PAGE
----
Mugabe has mounted an international political lobby to improve his image ahead of the crucial summit that is set to define Zimbabwe’s future.
A delegation of the President’s attack dogs, led by Prof Jonathan Moyo has been in South Africa since Tuesday to counter the “misunderstandings” and “recriminations” that Mugabe blames for his portrayal as a despot and for his country’s growing international isolation. The delegation also includes other Zanu PF officials such as Tafataona Mahoso and Goodson Nguni. The move is the latest attempt by Mugabe to sideline his critics ahead of the summit, whom he has
accused of unwarranted attacks on him. The president has run a violent campaign to intimidate political opponents and has banned foreign investment in the Zimbabwean media to keep out “colonialist views”.
Mugabe’s spokesman George Charamba confirmed the meeting with President Zuma. “He will be meeting with President Zuma on Friday afternoon,” Charamba said. Mugabe’s reputation in the regional bloc has been in freefall since he was accused of encouraging violence and refusing to share power in contempt of SADC. His Zanu-PF party is said to have orchestrated the killing, torture and beating of opponents. Mugabe has said the accusations are lies and that he is the victim of an organised campaign that is depriving Zimbabwe of foreign aid and investment.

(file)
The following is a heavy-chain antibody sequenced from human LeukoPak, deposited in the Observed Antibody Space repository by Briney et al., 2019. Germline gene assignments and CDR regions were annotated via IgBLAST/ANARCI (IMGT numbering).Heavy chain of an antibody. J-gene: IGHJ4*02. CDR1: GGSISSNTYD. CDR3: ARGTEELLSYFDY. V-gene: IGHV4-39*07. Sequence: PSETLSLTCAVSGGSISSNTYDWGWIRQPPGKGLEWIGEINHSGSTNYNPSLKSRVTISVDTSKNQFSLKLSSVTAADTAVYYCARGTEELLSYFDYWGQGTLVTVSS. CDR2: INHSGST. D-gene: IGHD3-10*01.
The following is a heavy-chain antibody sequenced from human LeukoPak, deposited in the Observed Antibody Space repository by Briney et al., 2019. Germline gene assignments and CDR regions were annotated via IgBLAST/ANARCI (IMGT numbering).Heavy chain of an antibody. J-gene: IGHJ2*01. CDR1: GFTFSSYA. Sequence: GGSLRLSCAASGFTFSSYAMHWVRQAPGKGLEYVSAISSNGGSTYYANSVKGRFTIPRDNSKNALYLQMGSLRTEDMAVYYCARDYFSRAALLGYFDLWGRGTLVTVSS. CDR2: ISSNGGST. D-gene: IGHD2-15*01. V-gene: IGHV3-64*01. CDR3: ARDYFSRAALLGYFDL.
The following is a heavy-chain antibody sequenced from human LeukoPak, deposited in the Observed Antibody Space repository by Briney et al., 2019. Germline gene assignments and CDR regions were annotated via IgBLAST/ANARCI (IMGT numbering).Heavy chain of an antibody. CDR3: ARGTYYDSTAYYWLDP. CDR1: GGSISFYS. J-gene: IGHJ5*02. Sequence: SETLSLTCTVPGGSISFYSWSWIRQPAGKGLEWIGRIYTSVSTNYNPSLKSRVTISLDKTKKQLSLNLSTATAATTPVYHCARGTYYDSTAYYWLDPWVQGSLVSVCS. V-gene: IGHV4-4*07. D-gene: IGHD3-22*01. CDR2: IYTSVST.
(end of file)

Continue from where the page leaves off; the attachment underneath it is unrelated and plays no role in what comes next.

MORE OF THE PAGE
The meeting with President Zuma is important because the South African President has taken a hard line stance and insisted on the full implementation of the GPA. He has rejected moves by Mugabe to go for an early election before the necessary political reforms.
The agenda for Mugabe’s meeting are still sketchy. But the meeting comes amid mounting pressure on the 87-year-old President.
There are firm indications that the summit tomorrow is set to censure the octogenarian for abusing his coalition partners and showing open disdain and contempt for SADC.
The summit tomorrow has flagged the Zimbabwe issue as the major item on the agenda although it will also deliberate on the proposed Free Trade Area.
At least four dossiers will be tabled before the summit, a review of the GPA, the Draft Election Roadmap, a report by the Joint Monitoring and Implementation Committee on political violence and other toxic issues arising from the GPA and a facilitators report crafted at a workshop held in Cape Town charting the way forward.
HARARE - President Mugabe has left for South Africa for a meeting with his counterpart President Jacob Zuma (pictured) ahead of a crucial SADC summit tomorrow.